All sorts of things get lost in the mail.

Randy Holst knows all about it. He’s the owner of a UPS store in the Twin Cities area of Minneapolis. Deliveries fail all the time. Usually, they end up in the back room at the UPS Store.

Two years ago, Holst ended up with a package that caught his eye. Delivery had failed multiple times, and it was sitting on the shelves, collecting dust. Hoping to help route the box on to its proper destination, Holst opened it. 

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Star Tribune

Inside, he found a military funeral flag, spent shell cases, and other hints that these were the personal belongings of a fallen veteran.

Holst knew that someone, somewhere out there, would do anything for this package. So he resolved to find that someone.

Holst started his quest in the logical place.

He called the local Veteran’s Administration. They were a dead-end. Next, Holst looked through the stuff in the box, which included a Navy hat, newspaper clippings, and a game of Scrabble along with the sacred flag.

Over and over, one name kept popping up in scrawled notes and signed photographs: Carl Burnett Burchell.

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Getty Images News / Joe Raedle

Holst didn’t know if that was the veteran’s name. He didn’t know if it was the name of a relative. All he knew was that it was a clue.

To decipher the clue, Holst turned to the most powerful research tool in the world. He started looking for similar names on Facebook. After two years and more than 40 Facebook messages, Holst finally hit paydirt. He found a man named Tim Burchell.

Burchell recognized the name Carl Burnett.

He should have. That was his father. Burchell confirmed that his dad was a veteran of the U.S Navy, who had passed away after a long battle with cancer back in 1988. Holst sent the package to Burchell’s home in Georgia.

“It’s just priceless,” Burchell told the Star Tribune. “Obviously, the flag is just a treasure trove right there.”

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Star Tribune

Burchell wanted to thank Holst for his kindness and tenacity. He came up with an idea. He took out his father’s Scrabble board, set up the tile holders, and spelled out the words “THANK YOU RANDY HOLST” in Scrabble letters.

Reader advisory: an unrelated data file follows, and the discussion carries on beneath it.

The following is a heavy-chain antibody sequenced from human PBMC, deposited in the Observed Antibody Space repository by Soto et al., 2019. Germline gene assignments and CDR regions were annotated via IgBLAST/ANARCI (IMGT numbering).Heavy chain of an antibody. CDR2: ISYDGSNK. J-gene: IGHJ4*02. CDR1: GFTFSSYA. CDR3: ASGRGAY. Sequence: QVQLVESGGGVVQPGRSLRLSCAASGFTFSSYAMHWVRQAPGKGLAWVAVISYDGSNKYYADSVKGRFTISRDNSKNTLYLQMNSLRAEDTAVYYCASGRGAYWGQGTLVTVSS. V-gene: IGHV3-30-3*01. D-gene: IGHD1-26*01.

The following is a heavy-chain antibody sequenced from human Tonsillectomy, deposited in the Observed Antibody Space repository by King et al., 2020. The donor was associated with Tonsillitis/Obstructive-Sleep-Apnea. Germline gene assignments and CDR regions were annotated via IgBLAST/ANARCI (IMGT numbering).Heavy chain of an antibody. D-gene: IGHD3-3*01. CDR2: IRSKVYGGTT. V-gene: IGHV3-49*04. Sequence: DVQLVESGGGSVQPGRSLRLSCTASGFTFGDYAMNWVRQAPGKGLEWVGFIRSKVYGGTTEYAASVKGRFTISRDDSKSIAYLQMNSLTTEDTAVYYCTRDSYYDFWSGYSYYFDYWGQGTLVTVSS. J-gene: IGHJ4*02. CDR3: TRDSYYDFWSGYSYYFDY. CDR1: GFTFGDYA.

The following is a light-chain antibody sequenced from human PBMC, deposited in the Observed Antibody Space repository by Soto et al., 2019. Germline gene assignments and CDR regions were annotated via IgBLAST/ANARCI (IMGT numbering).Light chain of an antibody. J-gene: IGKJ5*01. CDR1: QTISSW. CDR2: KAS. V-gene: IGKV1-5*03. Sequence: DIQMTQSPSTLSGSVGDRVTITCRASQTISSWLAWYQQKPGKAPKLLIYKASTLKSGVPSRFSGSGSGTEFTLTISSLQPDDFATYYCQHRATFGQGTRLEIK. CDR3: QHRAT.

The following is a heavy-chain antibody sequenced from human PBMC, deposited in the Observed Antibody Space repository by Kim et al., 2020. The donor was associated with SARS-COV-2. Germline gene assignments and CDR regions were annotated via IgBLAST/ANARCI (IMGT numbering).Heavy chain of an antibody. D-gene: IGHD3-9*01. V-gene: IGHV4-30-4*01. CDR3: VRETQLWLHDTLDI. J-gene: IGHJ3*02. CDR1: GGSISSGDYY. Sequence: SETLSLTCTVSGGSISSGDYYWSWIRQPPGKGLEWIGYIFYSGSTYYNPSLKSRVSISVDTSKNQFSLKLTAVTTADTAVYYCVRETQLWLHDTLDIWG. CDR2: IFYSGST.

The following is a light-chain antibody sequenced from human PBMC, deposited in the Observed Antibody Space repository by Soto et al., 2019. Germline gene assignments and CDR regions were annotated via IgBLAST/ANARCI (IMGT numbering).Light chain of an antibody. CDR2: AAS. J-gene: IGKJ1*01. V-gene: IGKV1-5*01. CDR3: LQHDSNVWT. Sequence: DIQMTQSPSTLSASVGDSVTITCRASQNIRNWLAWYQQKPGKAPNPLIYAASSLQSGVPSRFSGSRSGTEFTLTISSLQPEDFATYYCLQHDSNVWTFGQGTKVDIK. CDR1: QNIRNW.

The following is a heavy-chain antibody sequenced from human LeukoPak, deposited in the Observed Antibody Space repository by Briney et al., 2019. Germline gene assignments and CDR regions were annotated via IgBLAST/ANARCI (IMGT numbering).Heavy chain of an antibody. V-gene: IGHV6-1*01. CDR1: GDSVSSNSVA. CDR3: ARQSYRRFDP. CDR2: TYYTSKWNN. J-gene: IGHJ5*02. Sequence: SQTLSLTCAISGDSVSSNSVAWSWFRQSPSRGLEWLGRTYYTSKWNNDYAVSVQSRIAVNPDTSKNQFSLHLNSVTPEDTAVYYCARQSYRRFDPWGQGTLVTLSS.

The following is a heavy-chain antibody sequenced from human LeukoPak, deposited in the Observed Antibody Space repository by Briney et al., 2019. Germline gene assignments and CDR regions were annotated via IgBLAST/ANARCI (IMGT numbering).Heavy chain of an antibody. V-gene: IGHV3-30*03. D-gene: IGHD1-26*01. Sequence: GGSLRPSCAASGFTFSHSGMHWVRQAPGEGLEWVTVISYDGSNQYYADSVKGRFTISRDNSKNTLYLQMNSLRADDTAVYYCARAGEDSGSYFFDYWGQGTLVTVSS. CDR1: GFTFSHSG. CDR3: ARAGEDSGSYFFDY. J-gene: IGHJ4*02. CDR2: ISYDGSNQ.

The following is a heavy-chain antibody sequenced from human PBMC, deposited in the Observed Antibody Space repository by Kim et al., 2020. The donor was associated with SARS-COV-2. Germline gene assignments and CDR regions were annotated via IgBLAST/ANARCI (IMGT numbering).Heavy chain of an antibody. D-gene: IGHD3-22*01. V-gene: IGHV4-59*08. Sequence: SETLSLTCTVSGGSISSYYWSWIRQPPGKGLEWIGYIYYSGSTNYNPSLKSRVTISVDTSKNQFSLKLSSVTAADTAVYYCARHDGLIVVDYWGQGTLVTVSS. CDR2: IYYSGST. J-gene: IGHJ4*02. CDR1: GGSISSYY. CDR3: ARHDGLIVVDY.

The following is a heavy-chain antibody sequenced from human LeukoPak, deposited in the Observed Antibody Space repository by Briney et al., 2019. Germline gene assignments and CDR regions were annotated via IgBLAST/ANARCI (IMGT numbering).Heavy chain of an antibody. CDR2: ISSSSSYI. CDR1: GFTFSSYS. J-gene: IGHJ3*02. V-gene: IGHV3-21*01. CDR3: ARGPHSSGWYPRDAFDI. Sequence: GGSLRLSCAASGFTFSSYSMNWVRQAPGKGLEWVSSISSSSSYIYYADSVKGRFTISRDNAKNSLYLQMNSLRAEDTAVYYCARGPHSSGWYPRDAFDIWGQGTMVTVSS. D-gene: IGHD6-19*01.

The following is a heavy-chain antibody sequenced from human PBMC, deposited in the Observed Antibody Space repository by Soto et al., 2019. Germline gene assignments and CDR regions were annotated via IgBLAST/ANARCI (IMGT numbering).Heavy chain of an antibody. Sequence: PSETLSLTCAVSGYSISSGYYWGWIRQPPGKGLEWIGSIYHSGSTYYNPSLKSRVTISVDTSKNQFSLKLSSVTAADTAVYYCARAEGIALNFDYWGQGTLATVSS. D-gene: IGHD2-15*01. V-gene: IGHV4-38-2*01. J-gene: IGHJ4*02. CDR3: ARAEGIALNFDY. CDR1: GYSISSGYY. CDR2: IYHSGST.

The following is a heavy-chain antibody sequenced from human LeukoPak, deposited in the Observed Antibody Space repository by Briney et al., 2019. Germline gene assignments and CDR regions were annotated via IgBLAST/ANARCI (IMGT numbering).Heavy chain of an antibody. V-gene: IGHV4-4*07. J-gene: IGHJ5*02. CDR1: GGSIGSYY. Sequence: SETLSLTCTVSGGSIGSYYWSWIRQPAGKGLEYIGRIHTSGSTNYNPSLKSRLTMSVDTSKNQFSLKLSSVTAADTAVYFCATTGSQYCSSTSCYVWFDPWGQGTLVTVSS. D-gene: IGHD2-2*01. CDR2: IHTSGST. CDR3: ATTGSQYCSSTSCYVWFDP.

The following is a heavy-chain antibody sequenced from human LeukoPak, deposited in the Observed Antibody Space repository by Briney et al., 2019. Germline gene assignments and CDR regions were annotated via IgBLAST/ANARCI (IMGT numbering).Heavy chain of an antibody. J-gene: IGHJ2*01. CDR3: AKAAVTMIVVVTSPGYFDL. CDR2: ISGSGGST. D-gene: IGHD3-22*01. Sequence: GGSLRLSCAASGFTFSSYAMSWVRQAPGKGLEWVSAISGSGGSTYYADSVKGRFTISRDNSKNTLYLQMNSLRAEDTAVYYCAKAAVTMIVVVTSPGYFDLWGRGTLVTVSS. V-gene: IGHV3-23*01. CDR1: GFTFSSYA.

“I want to make sure he gets the credit he deserves,” Burchell said. “One little touch of kindness is contagious.”

That Scrabble board was nearly as sacred as the funeral flag.

It’s the same copy of the game that Burchell’s dad played while he was sitting through his long days in the chemotherapy chair

Other items in the package brought back fond memories. The local paper had written about Burchell’s dad’s role as Santa Claus one Christmas; the clipping was there. There was even a love-poem Burchell’s dad had written to his new wife. The letter was beautiful, even if it was only half finished.

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Getty Images News / Scott Olson

Presidents Richard Nixon and Ronald Reagan had written to the elder Burchell, expressing their gratitude for his military service. Both of those letters were in the box.

With treasures like these, it’s hard to imagine how the box could have gotten lost for all of those years. In fact, like so many tragedies, the box’s temporary fate was the result of a single, simple accident.

Burchell’s dad lived out his final days with his wife, Burchell’s stepmother.

You know, the would-be recipient of a half-written love letter. The stepmother had her own children. After Carl Burchell and his wife passed away, the stepsiblings boxed up all of the veteran’s stuff. They planned to mail it to their stepbrother, Carl’s eldest son.

They got the address wrong.

That was back in 2012. Shortly after sending the package of momentoes into postal oblivion, the stepsiblings moved away from the family home themselves. Burchell never thought to ask about the box, because his stepsiblings never brought it up. He had no idea it even existed.

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Getty Images News / Spencer Platt

Now, Burchell finally has his father’s keepsakes, and he’ll always treasure them. He has one incredibly dedicated UPS employee to thank for the favor.

You might wonder why Holst was so persistent. After all, undelivered packages languish on his shelves all the time.

When Holst opened the package, he knew right away that he would whatever it took to get these items home. His father, you see, was also a veteran of the U.S. military.